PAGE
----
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Rosa Lee got hair like a mermaid out on the sea - Ernest Lewis - Rosa Lee

Author Topic: Social comment in the blues  (Read 927 times)

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Offline blueshome

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Social comment in the blues
« on: November 11, 2009, 12:08:36 PM »
I've been listening to a lot of Hi Henry Brown recently and it's struck me that most of his output is social comment -
Titanic blues, Preacher blues, Nut factory blues, Hospital blues, Skin man blues. I wonder if there are any other artists whose recorded repertoire includes so much of this material.
The other artist who comes to mind is Sleepy John Estes.

Offline Mr.OMuck

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Re: Social comment in the blues
« Reply #1 on: November 11, 2009, 02:25:27 PM »
Leadbelly, Big Bill Broonzy & Josh White of course. In the forties they were adopted by the left and laced their repertoire heavily with socially conscious songs. Bourgeois Blues, If you White, you all right (Black, Brown & White Blues I think), Uncle Sam says are a few respectively.

Prior to that there are many reappearing lyrics dealing with social injustice:
They accused me of murder, I ain't raised my hand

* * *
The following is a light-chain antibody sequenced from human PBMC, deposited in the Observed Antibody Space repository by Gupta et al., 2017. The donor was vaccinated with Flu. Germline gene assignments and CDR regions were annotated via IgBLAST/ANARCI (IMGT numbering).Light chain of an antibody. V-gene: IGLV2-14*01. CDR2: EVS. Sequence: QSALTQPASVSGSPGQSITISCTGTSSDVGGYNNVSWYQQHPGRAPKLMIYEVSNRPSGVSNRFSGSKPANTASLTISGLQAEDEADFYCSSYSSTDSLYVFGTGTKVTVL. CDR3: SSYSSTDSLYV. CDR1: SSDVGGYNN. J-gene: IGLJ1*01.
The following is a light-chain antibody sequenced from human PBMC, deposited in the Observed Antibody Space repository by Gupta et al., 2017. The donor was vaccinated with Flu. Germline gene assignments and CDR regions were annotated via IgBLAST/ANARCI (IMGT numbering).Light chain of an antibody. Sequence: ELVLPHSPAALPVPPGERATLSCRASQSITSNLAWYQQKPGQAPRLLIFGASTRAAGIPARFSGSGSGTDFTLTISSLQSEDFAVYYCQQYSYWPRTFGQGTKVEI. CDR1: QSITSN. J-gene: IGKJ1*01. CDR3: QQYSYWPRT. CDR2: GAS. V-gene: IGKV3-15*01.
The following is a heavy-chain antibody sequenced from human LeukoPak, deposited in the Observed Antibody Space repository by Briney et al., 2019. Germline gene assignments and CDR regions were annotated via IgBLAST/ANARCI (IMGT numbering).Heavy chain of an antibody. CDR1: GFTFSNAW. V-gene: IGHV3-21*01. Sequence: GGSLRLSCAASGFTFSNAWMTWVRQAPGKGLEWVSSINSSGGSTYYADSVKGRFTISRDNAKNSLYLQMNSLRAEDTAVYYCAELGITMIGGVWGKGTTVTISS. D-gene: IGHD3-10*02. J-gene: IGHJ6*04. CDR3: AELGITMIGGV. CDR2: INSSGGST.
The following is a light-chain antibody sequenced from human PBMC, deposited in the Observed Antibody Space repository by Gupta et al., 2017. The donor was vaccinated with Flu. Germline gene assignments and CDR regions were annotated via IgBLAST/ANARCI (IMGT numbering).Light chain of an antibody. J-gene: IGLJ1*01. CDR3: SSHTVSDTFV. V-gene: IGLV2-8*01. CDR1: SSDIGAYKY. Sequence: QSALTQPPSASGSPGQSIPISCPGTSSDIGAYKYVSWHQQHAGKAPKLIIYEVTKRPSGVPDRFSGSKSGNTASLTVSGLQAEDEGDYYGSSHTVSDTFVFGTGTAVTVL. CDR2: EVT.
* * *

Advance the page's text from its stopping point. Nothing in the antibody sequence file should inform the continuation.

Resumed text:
They accused me of forgery, I can't sign my name




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Offline blueshome

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Re: Social comment in the blues
« Reply #2 on: November 11, 2009, 02:49:46 PM »
"Leadbelly, Big Bill Broonzy & Josh White"

Yes social comment but only after interacting with the white intelligentsia. What about the period before that when most country blues was recorded commercially?

Offline frankie

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Re: Social comment in the blues
« Reply #3 on: November 11, 2009, 04:08:27 PM »
From Bo Carter's Good Old Turnip Greens:

white man go to the college
and the nigger go to the fields
white man learn to read and write
the nigger learns to steal
white folks in their parlor
just eating their cake and cream
and the darkeys back in the kitchen
just scrappin' over turnip greens

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